Beware Reporters Who Say 2010 Voters Didn't Like GOP, Were Saying 'End the Gridlock'

One of the themes we're going to see going into the New Year is suggesting that the voters in 2010 weren't sending an anti-Big Government message -- they were sending an end-gridlock message. That sounds more than odd, considering the Democrats had little fear of gridlock with the size of their majorities in the last two years. But there was Gloria Borger on the Christmas Eve Washington Week on PBS:

But I think Republicans also got a message here, which was the American voters said, okay, we’re going to vote you in, but we don’t really love you. We just don’t like the other guys and the way they’ve run the Congress and we want you to get something done and end the gridlock. And so when Republican leaders returned to Capitol Hill – Mitch McConnell chief among them – and he may get some guff for it from his new incoming Republican conservative senators, he decided, okay, we’re going to cut some deals here. He didn’t want to cut the deal on START, but he did get what he wanted on tax cuts and he killed the big spending bill that he didn’t like.

Borger also insisted (and other reporters echoed) that Obama better stop sounding to the right of Dick Cheney on "gay marriage" if he wants to win in 2012:

GWEN IFILL, PBS: I heard some of that playing out yesterday – Wednesday in his answer on the question about gay marriage. Now that you’ve got Don’t Ask, Don’t Tell, advocates are saying, what about gay marriage? He says, well, actually I’m wrestling about that. Does wrestling mean a personal wrestling match or is he listening now to see what else he can get through?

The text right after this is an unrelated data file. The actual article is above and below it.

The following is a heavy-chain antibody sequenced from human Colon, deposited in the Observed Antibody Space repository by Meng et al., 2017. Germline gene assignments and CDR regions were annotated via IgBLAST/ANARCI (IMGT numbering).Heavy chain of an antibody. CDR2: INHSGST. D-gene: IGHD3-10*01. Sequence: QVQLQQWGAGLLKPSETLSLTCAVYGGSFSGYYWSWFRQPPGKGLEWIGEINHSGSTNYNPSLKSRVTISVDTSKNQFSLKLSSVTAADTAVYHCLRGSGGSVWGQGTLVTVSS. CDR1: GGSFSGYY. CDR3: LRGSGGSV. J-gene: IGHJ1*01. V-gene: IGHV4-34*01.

BORGER: I think it’s a personal wrestling match and if I were his political advisor, I’d say, no, don’t wrestle personally.

IFILL: He said this more than once.

BORGER: Yes, he has and I think it’s clear that he knows it’s playing out. It’s likely to wind up in the Supreme Court and he knows that his position on Don’t Ask, Don’t Tell could be a contradiction of his position on gay marriage or some could interpret it that way. But I think this is a president who’s sort of found his groove, got his groove back right – is that he now – context is everything in politics...

PETER BAKER, New York Times: I would say two things on the gay marriage issue, which is really interesting. When he takes his position in favor of civil unions, not gay marriage, politics were different. Today, Barack Obama is to the right on gay marriage of Dick Cheney and Ted Olson, who won the Bush v. Gore case in 2000. The politics have moved –

MS. BORGER: And a young generation.

MR. BAKER: And a younger generation that he likes to motivate and needs to motivate in two years.

Tim Graham
Tim Graham
Tim Graham is Executive Editor of NewsBusters and is the Media Research Center’s Director of Media Analysis